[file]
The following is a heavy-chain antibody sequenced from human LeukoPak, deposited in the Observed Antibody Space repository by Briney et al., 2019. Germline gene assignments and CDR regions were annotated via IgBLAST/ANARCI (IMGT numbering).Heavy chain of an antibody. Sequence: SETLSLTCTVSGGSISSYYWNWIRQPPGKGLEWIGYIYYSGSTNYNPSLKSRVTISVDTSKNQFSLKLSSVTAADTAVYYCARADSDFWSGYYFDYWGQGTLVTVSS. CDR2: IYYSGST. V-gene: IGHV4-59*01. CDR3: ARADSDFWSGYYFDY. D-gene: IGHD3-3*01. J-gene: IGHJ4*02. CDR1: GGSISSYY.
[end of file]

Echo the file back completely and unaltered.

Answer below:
The following is a heavy-chain antibody sequenced from human LeukoPak, deposited in the Observed Antibody Space repository by Briney et al., 2019. Germline gene assignments and CDR regions were annotated via IgBLAST/ANARCI (IMGT numbering).Heavy chain of an antibody. Sequence: SETLSLTCTVSGGSISSYYWNWIRQPPGKGLEWIGYIYYSGSTNYNPSLKSRVTISVDTSKNQFSLKLSSVTAADTAVYYCARADSDFWSGYYFDYWGQGTLVTVSS. CDR2: IYYSGST. V-gene: IGHV4-59*01. CDR3: ARADSDFWSGYYFDY. D-gene: IGHD3-3*01. J-gene: IGHJ4*02. CDR1: GGSISSYY.